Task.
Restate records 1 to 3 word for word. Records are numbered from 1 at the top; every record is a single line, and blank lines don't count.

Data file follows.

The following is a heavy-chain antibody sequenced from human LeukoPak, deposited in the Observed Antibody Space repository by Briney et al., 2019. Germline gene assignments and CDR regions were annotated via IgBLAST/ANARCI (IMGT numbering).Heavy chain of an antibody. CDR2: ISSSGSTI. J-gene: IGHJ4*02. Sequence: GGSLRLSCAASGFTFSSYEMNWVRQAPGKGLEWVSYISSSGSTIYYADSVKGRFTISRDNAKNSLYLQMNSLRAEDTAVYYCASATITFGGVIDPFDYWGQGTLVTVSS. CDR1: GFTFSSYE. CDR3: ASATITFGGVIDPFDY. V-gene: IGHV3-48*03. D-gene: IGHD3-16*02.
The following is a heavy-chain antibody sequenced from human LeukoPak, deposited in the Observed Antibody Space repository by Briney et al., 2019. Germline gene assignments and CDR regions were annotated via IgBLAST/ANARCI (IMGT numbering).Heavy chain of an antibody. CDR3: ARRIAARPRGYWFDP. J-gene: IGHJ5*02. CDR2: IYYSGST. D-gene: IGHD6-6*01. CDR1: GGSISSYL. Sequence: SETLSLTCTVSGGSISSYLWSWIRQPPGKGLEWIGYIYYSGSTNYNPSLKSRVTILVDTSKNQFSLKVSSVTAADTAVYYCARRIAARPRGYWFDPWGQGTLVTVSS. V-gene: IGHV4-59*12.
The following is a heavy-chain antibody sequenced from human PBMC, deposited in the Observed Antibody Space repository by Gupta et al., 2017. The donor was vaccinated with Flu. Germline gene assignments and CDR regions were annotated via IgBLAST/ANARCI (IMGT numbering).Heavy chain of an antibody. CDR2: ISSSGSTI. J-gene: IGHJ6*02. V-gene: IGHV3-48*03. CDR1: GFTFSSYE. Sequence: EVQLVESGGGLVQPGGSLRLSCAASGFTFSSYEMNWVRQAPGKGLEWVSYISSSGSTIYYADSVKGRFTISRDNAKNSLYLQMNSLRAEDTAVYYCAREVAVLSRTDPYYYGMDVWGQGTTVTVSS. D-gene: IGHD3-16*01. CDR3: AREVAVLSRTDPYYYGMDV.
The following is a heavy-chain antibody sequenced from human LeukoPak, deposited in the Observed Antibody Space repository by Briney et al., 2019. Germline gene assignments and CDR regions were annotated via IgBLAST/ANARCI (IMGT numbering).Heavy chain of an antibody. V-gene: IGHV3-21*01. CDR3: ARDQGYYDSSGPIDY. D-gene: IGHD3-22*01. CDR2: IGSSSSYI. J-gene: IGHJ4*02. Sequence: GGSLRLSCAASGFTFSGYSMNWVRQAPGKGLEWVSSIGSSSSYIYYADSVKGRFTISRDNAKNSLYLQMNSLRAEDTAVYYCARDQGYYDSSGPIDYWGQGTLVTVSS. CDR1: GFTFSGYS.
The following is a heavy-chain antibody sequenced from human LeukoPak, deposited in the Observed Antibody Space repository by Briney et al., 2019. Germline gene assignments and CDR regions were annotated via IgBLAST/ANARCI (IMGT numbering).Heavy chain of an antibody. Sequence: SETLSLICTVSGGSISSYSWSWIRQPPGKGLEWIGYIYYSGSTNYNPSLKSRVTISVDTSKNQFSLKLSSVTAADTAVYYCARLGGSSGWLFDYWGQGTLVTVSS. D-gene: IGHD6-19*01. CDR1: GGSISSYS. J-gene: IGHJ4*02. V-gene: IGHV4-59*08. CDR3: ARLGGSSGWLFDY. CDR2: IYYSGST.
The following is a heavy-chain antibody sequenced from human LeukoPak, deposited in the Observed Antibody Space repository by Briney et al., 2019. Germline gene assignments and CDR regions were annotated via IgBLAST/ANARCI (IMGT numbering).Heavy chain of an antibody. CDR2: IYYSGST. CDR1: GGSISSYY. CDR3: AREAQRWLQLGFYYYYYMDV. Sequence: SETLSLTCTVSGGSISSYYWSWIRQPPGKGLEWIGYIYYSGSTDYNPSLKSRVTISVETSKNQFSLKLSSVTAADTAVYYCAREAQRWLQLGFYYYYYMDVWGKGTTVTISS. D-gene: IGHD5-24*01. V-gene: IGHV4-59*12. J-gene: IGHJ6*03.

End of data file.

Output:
The following is a heavy-chain antibody sequenced from human LeukoPak, deposited in the Observed Antibody Space repository by Briney et al., 2019. Germline gene assignments and CDR regions were annotated via IgBLAST/ANARCI (IMGT numbering).Heavy chain of an antibody. CDR2: ISSSGSTI. J-gene: IGHJ4*02. Sequence: GGSLRLSCAASGFTFSSYEMNWVRQAPGKGLEWVSYISSSGSTIYYADSVKGRFTISRDNAKNSLYLQMNSLRAEDTAVYYCASATITFGGVIDPFDYWGQGTLVTVSS. CDR1: GFTFSSYE. CDR3: ASATITFGGVIDPFDY. V-gene: IGHV3-48*03. D-gene: IGHD3-16*02.
The following is a heavy-chain antibody sequenced from human LeukoPak, deposited in the Observed Antibody Space repository by Briney et al., 2019. Germline gene assignments and CDR regions were annotated via IgBLAST/ANARCI (IMGT numbering).Heavy chain of an antibody. CDR3: ARRIAARPRGYWFDP. J-gene: IGHJ5*02. CDR2: IYYSGST. D-gene: IGHD6-6*01. CDR1: GGSISSYL. Sequence: SETLSLTCTVSGGSISSYLWSWIRQPPGKGLEWIGYIYYSGSTNYNPSLKSRVTILVDTSKNQFSLKVSSVTAADTAVYYCARRIAARPRGYWFDPWGQGTLVTVSS. V-gene: IGHV4-59*12.
The following is a heavy-chain antibody sequenced from human PBMC, deposited in the Observed Antibody Space repository by Gupta et al., 2017. The donor was vaccinated with Flu. Germline gene assignments and CDR regions were annotated via IgBLAST/ANARCI (IMGT numbering).Heavy chain of an antibody. CDR2: ISSSGSTI. J-gene: IGHJ6*02. V-gene: IGHV3-48*03. CDR1: GFTFSSYE. Sequence: EVQLVESGGGLVQPGGSLRLSCAASGFTFSSYEMNWVRQAPGKGLEWVSYISSSGSTIYYADSVKGRFTISRDNAKNSLYLQMNSLRAEDTAVYYCAREVAVLSRTDPYYYGMDVWGQGTTVTVSS. D-gene: IGHD3-16*01. CDR3: AREVAVLSRTDPYYYGMDV.